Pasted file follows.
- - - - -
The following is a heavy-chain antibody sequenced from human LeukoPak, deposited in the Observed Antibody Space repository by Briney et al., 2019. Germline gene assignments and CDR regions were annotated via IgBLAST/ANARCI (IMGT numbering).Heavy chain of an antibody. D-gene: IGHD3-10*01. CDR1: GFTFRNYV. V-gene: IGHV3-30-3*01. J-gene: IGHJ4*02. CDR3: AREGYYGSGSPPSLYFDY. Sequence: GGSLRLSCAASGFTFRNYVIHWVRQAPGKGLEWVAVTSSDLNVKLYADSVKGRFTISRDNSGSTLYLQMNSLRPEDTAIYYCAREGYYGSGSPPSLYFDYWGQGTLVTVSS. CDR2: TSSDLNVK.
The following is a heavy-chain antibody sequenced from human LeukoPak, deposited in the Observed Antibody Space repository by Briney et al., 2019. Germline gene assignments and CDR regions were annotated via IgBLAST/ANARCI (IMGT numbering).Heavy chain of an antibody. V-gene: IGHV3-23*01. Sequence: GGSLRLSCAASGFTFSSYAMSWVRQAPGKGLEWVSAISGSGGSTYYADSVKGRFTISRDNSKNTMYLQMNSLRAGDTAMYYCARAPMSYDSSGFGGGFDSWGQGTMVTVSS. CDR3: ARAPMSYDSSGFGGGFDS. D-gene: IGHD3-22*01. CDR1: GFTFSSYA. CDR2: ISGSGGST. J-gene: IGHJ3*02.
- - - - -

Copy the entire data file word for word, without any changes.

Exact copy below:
The following is a heavy-chain antibody sequenced from human LeukoPak, deposited in the Observed Antibody Space repository by Briney et al., 2019. Germline gene assignments and CDR regions were annotated via IgBLAST/ANARCI (IMGT numbering).Heavy chain of an antibody. D-gene: IGHD3-10*01. CDR1: GFTFRNYV. V-gene: IGHV3-30-3*01. J-gene: IGHJ4*02. CDR3: AREGYYGSGSPPSLYFDY. Sequence: GGSLRLSCAASGFTFRNYVIHWVRQAPGKGLEWVAVTSSDLNVKLYADSVKGRFTISRDNSGSTLYLQMNSLRPEDTAIYYCAREGYYGSGSPPSLYFDYWGQGTLVTVSS. CDR2: TSSDLNVK.
The following is a heavy-chain antibody sequenced from human LeukoPak, deposited in the Observed Antibody Space repository by Briney et al., 2019. Germline gene assignments and CDR regions were annotated via IgBLAST/ANARCI (IMGT numbering).Heavy chain of an antibody. V-gene: IGHV3-23*01. Sequence: GGSLRLSCAASGFTFSSYAMSWVRQAPGKGLEWVSAISGSGGSTYYADSVKGRFTISRDNSKNTMYLQMNSLRAGDTAMYYCARAPMSYDSSGFGGGFDSWGQGTMVTVSS. CDR3: ARAPMSYDSSGFGGGFDS. D-gene: IGHD3-22*01. CDR1: GFTFSSYA. CDR2: ISGSGGST. J-gene: IGHJ3*02.